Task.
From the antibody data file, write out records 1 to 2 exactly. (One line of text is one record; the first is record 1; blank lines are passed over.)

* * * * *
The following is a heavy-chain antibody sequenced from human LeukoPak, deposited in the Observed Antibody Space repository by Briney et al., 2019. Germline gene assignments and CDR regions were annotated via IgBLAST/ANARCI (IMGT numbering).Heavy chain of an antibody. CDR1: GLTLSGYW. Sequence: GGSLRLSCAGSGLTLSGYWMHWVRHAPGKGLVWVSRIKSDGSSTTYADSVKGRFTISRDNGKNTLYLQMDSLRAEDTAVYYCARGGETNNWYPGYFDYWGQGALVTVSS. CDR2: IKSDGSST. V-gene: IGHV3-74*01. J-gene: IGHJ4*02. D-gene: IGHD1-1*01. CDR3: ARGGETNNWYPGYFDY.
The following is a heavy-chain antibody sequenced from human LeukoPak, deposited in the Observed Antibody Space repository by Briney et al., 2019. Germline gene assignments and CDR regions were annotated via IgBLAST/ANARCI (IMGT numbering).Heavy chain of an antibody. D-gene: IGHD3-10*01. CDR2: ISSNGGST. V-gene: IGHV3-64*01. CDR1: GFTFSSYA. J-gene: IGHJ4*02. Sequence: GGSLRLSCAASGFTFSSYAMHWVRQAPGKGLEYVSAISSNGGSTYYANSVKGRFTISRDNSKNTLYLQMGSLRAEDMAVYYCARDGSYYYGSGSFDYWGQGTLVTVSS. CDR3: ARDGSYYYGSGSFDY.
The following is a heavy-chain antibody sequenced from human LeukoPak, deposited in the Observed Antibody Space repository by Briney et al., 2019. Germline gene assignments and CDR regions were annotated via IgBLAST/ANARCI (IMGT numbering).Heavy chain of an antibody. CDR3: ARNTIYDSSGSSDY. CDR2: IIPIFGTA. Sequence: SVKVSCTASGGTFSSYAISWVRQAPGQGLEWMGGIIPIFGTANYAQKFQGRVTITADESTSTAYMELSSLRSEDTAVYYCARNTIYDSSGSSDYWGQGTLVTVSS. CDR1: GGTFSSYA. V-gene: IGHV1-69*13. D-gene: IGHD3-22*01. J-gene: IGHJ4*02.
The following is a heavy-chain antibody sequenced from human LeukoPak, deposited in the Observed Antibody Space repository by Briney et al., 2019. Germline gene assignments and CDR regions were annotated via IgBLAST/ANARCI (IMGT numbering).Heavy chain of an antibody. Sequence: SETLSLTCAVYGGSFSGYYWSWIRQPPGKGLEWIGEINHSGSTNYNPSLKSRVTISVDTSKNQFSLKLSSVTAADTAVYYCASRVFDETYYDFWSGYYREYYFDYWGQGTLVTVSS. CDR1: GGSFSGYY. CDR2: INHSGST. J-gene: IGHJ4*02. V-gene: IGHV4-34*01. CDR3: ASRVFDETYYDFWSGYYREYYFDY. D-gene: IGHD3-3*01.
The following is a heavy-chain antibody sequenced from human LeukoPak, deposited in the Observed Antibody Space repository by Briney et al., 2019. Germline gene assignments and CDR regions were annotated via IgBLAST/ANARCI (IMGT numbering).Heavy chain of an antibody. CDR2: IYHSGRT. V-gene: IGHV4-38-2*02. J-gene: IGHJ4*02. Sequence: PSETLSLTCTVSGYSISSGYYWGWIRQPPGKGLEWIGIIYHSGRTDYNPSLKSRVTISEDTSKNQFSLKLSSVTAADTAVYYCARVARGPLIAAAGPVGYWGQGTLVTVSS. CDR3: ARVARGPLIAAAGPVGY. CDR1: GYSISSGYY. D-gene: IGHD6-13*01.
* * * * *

The following is a heavy-chain antibody sequenced from human LeukoPak, deposited in the Observed Antibody Space repository by Briney et al., 2019. Germline gene assignments and CDR regions were annotated via IgBLAST/ANARCI (IMGT numbering).Heavy chain of an antibody. CDR1: GLTLSGYW. Sequence: GGSLRLSCAGSGLTLSGYWMHWVRHAPGKGLVWVSRIKSDGSSTTYADSVKGRFTISRDNGKNTLYLQMDSLRAEDTAVYYCARGGETNNWYPGYFDYWGQGALVTVSS. CDR2: IKSDGSST. V-gene: IGHV3-74*01. J-gene: IGHJ4*02. D-gene: IGHD1-1*01. CDR3: ARGGETNNWYPGYFDY.
The following is a heavy-chain antibody sequenced from human LeukoPak, deposited in the Observed Antibody Space repository by Briney et al., 2019. Germline gene assignments and CDR regions were annotated via IgBLAST/ANARCI (IMGT numbering).Heavy chain of an antibody. D-gene: IGHD3-10*01. CDR2: ISSNGGST. V-gene: IGHV3-64*01. CDR1: GFTFSSYA. J-gene: IGHJ4*02. Sequence: GGSLRLSCAASGFTFSSYAMHWVRQAPGKGLEYVSAISSNGGSTYYANSVKGRFTISRDNSKNTLYLQMGSLRAEDMAVYYCARDGSYYYGSGSFDYWGQGTLVTVSS. CDR3: ARDGSYYYGSGSFDY.